BEIJING (February 25, 2016) — Air pollution in China is unavoidable. Last year, 366 out of 366 cities surveyed failed to meet World Health Organization air quality standards, including Beijing. So perhaps it’s unsurprising that a recent WildAid report found that over 90% of Chinese are concerned about air pollution.
Also known as “scaly anteaters,” pangolins are small mammals primarily distinguished by hard, overlapping scales made of keratin, the same protein that constitutes human hair and fingernails. Found in Asia and sub-Saharan Africa, pangolins are solitary animals that use their extraordinarily long tongues to probe for ants and termites in mounds and decaying logs.
The multi billion-dollar ivory trade is controlled by a small number of kingpins who are moving tusks through the Kenyan port of Mombasa, according to an expert panel at the annual meeting of the American Association for the Advancement of Science (AAAS).
In a June paper published in the journal Science, University of Washington conservation biologist Samuel Wasser and his colleagues compared DNA samples from African elephant populations with samples extracted from elephant tusks seized between 1996 and 2014. From this genetic analysis, they found two primary poaching hotspots in the continent: one East Africa (particularly Tanzania) and another in protected areas spanning parts of Cameroon, Gabon and the Republic of Congo.
Since the study was published, Wasser analyzed another sample of seized tusks found to be freshly poached, moving rapidly from poaching sites to seaports where they are smuggled.
“Not only have we showed that the number of kingpins are fairly limited, because the hotspots are very few, but also we’re showing that there are probably one or two major dealers that are moving all of this ivory out of Mombasa,” Wasser said during the panel.
SAN FRANCISCO (February 10, 2016) — WildAid and the Center for Biological Diversity today formally petitioned the Obama administration to ban the sale and export of so-called “synthetic” rhinoceros horn. Trade in the biologically engineered faux horn could accelerate consumer demand in Asia for illegal wildlife products that has caused rhino poaching rates to skyrocket across southern Africa.
Rhino horn is coveted by some in Vietnam and China as a status symbol and as a panacea for ailments and diseases, from hangovers to cancer. There is no scientific evidence that rhino horn has medicinal value but rhinos in Africa and Asia are gravely imperiled due to demand for their horns. Several populations have already been poached into extinction, while others, such as the northern white rhino, have dwindled to just a few individuals. Experts believe the best way to save rhinos is to reduce consumer demand for rhino horn.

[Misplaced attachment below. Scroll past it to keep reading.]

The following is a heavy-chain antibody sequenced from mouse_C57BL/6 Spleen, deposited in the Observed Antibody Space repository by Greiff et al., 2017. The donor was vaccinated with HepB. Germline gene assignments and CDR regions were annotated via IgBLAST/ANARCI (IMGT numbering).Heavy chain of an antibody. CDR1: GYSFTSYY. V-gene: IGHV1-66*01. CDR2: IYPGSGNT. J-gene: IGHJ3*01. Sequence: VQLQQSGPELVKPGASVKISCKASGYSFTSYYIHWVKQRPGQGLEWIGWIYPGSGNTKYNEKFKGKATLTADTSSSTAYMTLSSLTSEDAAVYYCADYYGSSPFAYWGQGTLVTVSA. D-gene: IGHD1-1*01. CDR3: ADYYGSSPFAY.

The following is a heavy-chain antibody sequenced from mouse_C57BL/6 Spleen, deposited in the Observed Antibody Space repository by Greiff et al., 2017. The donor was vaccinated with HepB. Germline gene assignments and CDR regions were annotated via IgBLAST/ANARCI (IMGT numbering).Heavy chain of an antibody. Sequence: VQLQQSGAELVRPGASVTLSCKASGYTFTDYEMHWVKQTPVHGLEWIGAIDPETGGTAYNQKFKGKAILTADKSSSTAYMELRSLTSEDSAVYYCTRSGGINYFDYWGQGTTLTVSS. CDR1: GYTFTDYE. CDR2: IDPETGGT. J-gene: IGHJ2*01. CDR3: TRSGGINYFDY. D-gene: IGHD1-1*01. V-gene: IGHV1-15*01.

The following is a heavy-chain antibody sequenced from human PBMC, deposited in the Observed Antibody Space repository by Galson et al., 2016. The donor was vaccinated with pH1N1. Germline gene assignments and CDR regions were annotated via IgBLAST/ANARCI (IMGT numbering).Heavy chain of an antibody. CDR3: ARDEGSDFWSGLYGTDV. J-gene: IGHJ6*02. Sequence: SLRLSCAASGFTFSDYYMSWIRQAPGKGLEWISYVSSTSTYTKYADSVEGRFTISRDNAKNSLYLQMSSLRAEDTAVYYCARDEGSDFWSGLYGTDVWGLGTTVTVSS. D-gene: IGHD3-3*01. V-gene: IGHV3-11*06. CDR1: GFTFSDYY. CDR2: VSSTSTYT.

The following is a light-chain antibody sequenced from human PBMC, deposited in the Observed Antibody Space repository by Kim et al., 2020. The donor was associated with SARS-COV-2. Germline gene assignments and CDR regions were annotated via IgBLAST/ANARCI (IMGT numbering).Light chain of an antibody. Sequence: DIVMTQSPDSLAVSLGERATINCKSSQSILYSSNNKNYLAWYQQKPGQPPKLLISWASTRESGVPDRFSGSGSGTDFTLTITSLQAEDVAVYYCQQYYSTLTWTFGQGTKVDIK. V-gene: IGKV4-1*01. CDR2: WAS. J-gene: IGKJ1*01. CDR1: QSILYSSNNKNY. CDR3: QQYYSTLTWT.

The good news is that history has shown that we can beat this illicit trade: Past public campaigns against rhino horn have previously succeeded in putting pressure on nations to crack down on the trade. For example, in 1994 the Clinton administration imposed unprecedented sanctions against Taiwan for its failure to stop rhino horn sales. The international scrutiny and well-publicized penalties resulted in Taiwan stepping up enforcement against the market, which also was banned in China and other countries. The rhino horn trade collapsed until economic growth in Vietnam, coupled with new rumors of rhino horn’s anti-cancer effects, revived consumer demand.
Since our Thursday launch of the #JointheHerd campaign at YearoftheElephant.org, we've received dozens of emails asking who took the iconic photo of a bull elephant now seen in tens of thousands of #JoinTheHerd photos online.
The photographer is Australian-born Shannon Benson, who gives us the backstory:
I was in an area called the Klaserie, which is part of the greater Kruger region of South Africa. It was an early morning drive, and as the sun was rising and we were considering heading back to camp, this majestic beauty appeared as if from nowhere. He confidently swayed his way toward the vehicle.
It was the largest bull elephant I had seen to date, and I was filled with awe, excitement and admittedly intimidation. This shot was captured just before I couldn't zoom back any further while trying to keep him within frame. After that I simply took some close up shots as he passed right by the Land Cruiser and continued on his way. After that I finally took a breath again!